Tuesday, April 9, 2013

Four Different Ways to Rate a Book

On the social networking site authonomy, I noticed something fast. Authors (including me) seldom know what's going to sell. The ratings for my books on that site were inversely proportional to the real sales. Nonetheless, over the course of your career as a writer, you can use feedback to adapt.

The 5 star method Amazon and Goodreads uses doesn't mean much to an author either. It doesn't tell us what we need to change to make a better product. Of course, the review contents can be helpful, but only if the criticism is specific and the audience wasn't misidentified. Indeed, what the current review system tells me most is, "Did I hit my audience with the pitch and categories?" Someone once mis-tagged one of my books BDSM, and those people are quick to complain when you don't show them what they're expecting! The same is true of any genre. A book I sent to a romance blog earned a D rating, but she admitted she couldn't put it down. When I moved the book to action + high-tech, it hit the top 40.

However, steering your writing career on this alone is like picking a church by the length of its name. Here are some other unusual metrics that tell me things.

1) How much does it sell in the first day of the giveaway? The second day, if you're in the top ten in your category, people will "me too". The first day tells you your curb appeal, or hit ratio: gawkers to buyers, the thing that will sell the most of your book. As a rule of thumb, the number of free copies (on a Monday for my genres) correlates to how many copies a book will sell in the first year, unless it hits one of the top hundred lists. My goal is to tweak the pitch (or even cover) until the sales exceed 600 and I hit the free top ten in my category before 5:00 pm. Otherwise, the book will never pay for itself.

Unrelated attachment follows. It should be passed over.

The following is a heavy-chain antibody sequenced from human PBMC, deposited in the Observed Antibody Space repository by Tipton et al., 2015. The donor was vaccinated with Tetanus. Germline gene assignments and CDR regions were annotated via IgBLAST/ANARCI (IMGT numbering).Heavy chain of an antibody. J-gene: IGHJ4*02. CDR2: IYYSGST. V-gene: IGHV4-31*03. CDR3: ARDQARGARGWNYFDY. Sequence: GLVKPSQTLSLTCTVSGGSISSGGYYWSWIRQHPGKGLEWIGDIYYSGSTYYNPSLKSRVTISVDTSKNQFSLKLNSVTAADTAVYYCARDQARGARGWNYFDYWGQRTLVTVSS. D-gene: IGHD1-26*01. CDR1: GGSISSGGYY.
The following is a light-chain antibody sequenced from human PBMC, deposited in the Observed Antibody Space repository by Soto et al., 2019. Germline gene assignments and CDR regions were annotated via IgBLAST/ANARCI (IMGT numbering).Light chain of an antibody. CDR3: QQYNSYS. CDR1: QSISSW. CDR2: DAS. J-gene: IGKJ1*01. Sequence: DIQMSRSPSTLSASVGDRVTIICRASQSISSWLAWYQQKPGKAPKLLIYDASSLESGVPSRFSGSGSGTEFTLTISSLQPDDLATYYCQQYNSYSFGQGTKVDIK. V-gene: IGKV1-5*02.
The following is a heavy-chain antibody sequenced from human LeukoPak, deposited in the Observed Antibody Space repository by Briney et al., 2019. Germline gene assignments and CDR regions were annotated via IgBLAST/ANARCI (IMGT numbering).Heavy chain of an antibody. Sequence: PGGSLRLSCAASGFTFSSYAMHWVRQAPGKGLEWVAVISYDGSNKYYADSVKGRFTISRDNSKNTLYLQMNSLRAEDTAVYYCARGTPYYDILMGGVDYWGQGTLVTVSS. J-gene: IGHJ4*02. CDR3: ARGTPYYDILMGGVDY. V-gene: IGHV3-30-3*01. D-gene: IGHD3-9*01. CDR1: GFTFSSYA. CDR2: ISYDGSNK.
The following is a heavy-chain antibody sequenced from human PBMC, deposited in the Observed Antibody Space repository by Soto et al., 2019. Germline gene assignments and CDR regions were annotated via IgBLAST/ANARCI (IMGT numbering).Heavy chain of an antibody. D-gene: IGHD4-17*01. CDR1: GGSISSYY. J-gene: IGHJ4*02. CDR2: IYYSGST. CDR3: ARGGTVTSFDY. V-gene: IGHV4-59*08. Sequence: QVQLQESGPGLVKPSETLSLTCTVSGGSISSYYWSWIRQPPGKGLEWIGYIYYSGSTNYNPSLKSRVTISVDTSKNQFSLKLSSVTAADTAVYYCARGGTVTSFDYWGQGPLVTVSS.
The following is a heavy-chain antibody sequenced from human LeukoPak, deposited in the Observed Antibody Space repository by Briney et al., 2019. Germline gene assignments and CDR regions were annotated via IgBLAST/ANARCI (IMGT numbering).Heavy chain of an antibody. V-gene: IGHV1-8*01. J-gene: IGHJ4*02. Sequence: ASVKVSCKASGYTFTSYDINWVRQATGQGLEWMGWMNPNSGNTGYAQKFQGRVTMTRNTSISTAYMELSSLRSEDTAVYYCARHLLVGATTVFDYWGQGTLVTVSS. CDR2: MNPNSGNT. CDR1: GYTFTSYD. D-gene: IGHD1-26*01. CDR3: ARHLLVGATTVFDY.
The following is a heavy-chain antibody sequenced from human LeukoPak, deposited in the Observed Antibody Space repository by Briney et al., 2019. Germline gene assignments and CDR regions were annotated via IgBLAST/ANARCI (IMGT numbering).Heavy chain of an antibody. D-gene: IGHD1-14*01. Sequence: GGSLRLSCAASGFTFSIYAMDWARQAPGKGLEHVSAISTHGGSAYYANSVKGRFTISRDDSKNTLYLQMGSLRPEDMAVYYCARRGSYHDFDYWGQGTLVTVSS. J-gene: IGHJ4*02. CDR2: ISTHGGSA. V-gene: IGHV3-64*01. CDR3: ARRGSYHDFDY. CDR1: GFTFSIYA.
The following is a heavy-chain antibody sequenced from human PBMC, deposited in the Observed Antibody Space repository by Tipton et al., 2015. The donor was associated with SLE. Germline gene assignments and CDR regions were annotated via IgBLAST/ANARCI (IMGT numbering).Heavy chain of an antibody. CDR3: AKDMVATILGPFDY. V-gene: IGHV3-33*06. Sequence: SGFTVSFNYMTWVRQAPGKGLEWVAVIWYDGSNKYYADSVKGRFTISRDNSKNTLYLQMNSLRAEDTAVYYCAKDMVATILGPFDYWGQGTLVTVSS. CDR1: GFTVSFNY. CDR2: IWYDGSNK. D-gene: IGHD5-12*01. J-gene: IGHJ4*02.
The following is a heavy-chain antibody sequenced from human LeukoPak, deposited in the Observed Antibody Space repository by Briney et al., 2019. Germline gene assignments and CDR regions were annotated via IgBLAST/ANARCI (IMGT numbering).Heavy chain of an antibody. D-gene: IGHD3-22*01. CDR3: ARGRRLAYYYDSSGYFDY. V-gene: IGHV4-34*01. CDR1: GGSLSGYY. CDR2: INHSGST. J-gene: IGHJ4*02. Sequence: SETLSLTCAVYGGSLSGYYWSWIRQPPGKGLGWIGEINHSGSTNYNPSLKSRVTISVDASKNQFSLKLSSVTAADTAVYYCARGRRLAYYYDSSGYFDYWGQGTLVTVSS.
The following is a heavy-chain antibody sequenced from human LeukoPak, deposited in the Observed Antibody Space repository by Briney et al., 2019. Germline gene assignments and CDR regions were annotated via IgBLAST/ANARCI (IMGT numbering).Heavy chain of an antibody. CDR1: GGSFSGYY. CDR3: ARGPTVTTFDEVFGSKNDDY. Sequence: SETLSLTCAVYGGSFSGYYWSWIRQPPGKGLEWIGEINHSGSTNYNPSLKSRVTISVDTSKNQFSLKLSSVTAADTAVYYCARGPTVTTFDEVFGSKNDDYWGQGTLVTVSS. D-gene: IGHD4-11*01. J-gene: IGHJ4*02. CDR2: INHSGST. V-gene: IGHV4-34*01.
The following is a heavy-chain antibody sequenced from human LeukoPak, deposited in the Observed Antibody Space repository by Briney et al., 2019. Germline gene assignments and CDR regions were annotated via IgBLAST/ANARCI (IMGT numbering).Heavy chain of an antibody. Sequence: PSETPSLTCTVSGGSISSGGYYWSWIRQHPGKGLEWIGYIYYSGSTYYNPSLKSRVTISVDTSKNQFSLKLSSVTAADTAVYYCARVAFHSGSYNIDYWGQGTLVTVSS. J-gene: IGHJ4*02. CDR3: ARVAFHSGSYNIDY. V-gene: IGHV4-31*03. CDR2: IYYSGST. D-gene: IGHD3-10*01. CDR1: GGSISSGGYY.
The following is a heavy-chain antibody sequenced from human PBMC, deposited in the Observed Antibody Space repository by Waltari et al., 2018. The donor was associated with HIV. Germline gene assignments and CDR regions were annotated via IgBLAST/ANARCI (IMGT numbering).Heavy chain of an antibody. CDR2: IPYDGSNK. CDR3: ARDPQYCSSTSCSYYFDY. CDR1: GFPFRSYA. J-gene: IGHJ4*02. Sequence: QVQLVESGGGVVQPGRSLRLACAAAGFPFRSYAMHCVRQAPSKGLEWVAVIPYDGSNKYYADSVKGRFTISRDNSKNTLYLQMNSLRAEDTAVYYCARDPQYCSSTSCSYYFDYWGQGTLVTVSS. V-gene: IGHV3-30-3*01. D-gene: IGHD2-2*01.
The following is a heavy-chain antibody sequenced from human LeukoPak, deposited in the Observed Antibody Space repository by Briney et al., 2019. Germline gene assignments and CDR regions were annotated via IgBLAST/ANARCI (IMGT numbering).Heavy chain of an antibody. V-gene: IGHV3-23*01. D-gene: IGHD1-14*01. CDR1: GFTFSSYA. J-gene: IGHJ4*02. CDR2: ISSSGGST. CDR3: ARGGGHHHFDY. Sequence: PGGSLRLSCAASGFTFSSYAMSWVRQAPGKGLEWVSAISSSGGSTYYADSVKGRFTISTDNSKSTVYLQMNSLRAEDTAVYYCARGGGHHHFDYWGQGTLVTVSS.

2) How many people who read this book rate it? I'm not talking the professional reviewers (1 percent of those contacted) or Amazon giveaways (those people are like one-night stands who never call), I mean actual sales. My favorite book I wrote gets about one review for every 14 purchases. I won't list which of my books I pulled these stats from, but the review rate (in my opinion) tells you the true number of stars--how does it spur people to respond and share with others.
5 stars = 1 out of every 13
4 stars = 1 out of every 50
3 stars = 1 out of ever 200
Notice the linear pattern? Now, I want to say something important. There is nothing wrong with a professionally-polished three star book. With the proper marketing, it can feed you nicely, but it's cotton candy, not "To Kill a Mockingbird."

3) How many people buy the sequel? Because, abashedly, the only way I know of as a mid-level writer to make a living writing is with the series effect. In my genres, a series will sell 10 to 14 times more than a standalone. Plan accordingly. The quality of the experience with book one will correlate to how many people buy the next. Your mileage may vary.
5 stars = almost 100 percent comeback, and they read your other books too!
4 stars = 70 percent comeback.
3 stars = 25 percent comeback.
It doesn't matter much if number three in the series is a filet if number one is and overcooked hamburger.

4) Returned books tell you something when there's no free giveaway that month--probably how good your hook is or how well you represented the true story in your pitch. If you have more than one return a month for a title, look for something in the first three chapters that gave someone the excuse to say no.

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